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Splitting up the Home after a Divorce or Breakup

One of the difficult aspects of going through a divorce or separation is figuring out what to do with your home. Whether you own or rent a place together, you’ll need to negotiate the process of moving from co-habitation to solo living. Here are some tips from real estate agent extraordinaire, Cass Adams, to help with this uncertain time. 

If you owned a place with your ex, how do you go about deciding who stays and who goes? What things do you consider?

C. Adams: It’s always a good idea to create an agreement about who gets what while everyone is happy.  I often recommend to clients that they consider asking their lawyer to draw up a simple cohab agreement when they are buying their home.  No one wants to think they are going to break up, but putting an exit strategy in place “just in case” while things are going well is just like buying home insurance you hope you’ll never need. 

If, like most of us, you haven’t done this, then the best way to decide who gets to stay in the house is to have a real and honest conversation about affordability.  The fairest way for you to do this is for both of you to agree on a value of the house (you can have a professional help you with this), and then whomever can afford to buy the other out, does so.  In some circumstances it may be very obvious who will be the person staying, but sometimes it may not be. If you and your ex cannot come to an agreement between yourselves, it may be time to consult with a lawyer.  Sometimes neither party is able to carry the home by themselves, and at that point, it might be best to talk to an agent about selling.

If you're selling the property, what tips can you share to make this process go as smoothly as possible?

C. Adams: If things with your ex are somewhat contentious, it is a very good idea to consult with a lawyer to find out what your rights and responsibilities are. If you feel as though your ex is being obstructive to the process, it may be necessary to have a court order in place to compel him/her to cooperate.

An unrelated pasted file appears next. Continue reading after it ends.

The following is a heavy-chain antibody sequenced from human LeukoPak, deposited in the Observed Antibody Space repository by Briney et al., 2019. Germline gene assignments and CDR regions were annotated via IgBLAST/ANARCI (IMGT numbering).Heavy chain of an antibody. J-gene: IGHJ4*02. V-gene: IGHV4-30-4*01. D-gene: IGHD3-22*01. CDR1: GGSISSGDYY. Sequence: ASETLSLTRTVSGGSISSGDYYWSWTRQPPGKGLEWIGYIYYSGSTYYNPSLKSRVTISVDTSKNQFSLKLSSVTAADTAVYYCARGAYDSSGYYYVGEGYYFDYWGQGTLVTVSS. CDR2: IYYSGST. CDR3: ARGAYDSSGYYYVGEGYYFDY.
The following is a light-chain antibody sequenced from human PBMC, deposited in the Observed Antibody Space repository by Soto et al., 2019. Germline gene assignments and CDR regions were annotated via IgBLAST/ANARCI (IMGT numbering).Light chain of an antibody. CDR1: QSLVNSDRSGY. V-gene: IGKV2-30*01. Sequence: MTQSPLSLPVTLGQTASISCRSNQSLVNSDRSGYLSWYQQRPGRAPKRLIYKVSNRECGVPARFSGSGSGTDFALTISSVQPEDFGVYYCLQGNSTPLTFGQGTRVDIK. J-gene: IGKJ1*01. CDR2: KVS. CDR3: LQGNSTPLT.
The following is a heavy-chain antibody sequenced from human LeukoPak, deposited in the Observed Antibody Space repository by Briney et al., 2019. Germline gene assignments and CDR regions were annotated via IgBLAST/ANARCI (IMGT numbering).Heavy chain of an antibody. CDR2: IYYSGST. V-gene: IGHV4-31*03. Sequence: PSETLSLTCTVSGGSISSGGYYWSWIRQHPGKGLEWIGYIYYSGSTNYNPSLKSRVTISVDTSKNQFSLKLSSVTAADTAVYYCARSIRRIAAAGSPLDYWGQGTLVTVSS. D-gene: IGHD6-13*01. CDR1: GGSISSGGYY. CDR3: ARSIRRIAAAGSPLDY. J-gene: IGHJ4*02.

If you get along well (enough) with your ex, however, the selling process can be somewhat painless.  Hire a real estate professional that you both feel comfortable with, and make sure you explain to him/her how you want communication to work between the three of you.  If the groundwork is laid out from the get go, things will be so much smoother.


If you stay, what suggestions do you have for making the place your own?

C. Adams: If you are the person staying in the home, it can likely feel a bit cold or strange with random bits of furnishings “missing” after things have been divided.  Now is a good time to do a really deep clean, invest in some new paint, take a trip to IKEA and maybe rearrange the furniture and decorations in a few rooms. Something as simple as painting a room a colour you’ve always wanted can have a big impact on how you feel about your home.


What suggestions do you have if you end up moving into a new place?

C. Adams: If you find yourself leaving a home that you’ve owned for a while, I would recommend you take a few months to rent a place before jumping into home ownership again.  If you can convince your landlord (and it can be done!) to sign a shorter lease, it will give you time to settle into your new single life and really assess what is important to you in terms of where you live next. 

Whether you rent or buy, invest a little bit of time and money (if necessary) to create one space in the home that feels like a sanctuary.  Adapting to living alone can be an adjustment, so having a space that makes you feel relaxed and comfortable is so important. 

Home Sweet Home, Round Two

It may take some time, but know that eventually you’ll be in a place that feels like home. Taking the time of transition to let go of things that are no longer useful to you can be a freeing experience. Change is hard to embrace, but if you follow the tips above, the transition from co-habitation to living alone will be that much easier to manage.

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